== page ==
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Private Dwelling in Public Space: Edmonton's Tent City Open Access


Other title
public space
Housing First
the public
Tent City
Type of item
Degree grantor
University of Alberta
Author or creator
Black, Erin Jennifer
Supervisor and department
Harder, Lois (Political Science)
Examining committee member and department
Patten, Steve (Political Science)
Ziff, Bruce (Law)
Department of Political Science

Date accepted
Graduation date
Master of Arts
Degree level
How are homeless individuals, who have no access to private space yet still have the same needs of dwelling as the rest of us, regarded when they exercise their right to dwell? This question guided my research of Edmonton’s Tent City, which emerged during the summer of 2007. Interviews with twenty-two individuals, including with encampment residents, service providers, and state officials, informed a broader understanding of why the encampment emerged at the time that it did; how Edmonton’s public spaces accommodate the homeless; and, how Tent City shaped municipal and provincial policy on housing and homelessness. Homeless campers saw Tent City as “home,” while state management focused on excluding homeless campers from the downtown public space to restore order to the streets of Edmonton, as well as their positive public image. Tent City constituted a claim by homeless campers to occupy public space and be represented as part of “the public” but hitherto this has been met with increased strategies of dispersement and exclusion rather than with an expansion of citizenship rights. I argue that Tent City illuminates the state’s preoccupation with regulating the visibility of homeless individuals rather than focusing on the dwelling needs of homeless campers.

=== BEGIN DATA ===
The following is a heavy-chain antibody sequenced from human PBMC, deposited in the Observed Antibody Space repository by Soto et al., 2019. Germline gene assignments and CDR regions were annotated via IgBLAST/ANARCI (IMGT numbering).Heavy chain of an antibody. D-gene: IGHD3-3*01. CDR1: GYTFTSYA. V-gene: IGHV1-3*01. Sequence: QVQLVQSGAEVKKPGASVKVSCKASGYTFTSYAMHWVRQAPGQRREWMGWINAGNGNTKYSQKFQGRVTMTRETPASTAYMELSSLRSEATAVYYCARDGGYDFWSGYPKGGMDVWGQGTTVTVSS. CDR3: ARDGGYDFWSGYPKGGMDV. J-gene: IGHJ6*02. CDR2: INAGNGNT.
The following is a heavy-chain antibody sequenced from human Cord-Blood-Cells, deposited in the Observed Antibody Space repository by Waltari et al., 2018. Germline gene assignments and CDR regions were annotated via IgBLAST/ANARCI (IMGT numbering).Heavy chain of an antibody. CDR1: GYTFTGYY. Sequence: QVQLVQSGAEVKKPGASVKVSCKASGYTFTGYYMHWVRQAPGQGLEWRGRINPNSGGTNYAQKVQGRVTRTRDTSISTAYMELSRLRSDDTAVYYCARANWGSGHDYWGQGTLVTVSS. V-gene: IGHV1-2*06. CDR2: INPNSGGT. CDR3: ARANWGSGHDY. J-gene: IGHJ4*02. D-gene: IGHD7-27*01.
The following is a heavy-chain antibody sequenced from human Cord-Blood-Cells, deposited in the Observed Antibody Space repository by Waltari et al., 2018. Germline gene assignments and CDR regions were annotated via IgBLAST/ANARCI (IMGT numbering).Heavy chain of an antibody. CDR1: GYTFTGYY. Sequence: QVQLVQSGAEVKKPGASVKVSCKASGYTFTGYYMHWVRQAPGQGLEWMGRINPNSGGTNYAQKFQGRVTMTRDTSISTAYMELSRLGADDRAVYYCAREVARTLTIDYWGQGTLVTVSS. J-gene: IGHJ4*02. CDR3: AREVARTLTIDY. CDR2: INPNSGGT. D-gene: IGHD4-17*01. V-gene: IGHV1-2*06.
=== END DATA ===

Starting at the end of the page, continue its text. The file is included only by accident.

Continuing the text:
License granted by Erin Black ( on 2010-08-16T18:24:33Z (GMT): Permission is hereby granted to the University of Alberta Libraries to reproduce single copies of this thesis and to lend or sell such copies for private, scholarly or scientific research purposes only. Where the thesis is converted to, or otherwise made available in digital form, the University of Alberta will advise potential users of the thesis of the above terms. The author reserves all other publication and other rights in association with the copyright in the thesis, and except as herein provided, neither the thesis nor any substantial portion thereof may be printed or otherwise reproduced in any material form whatsoever without the author's prior written permission.
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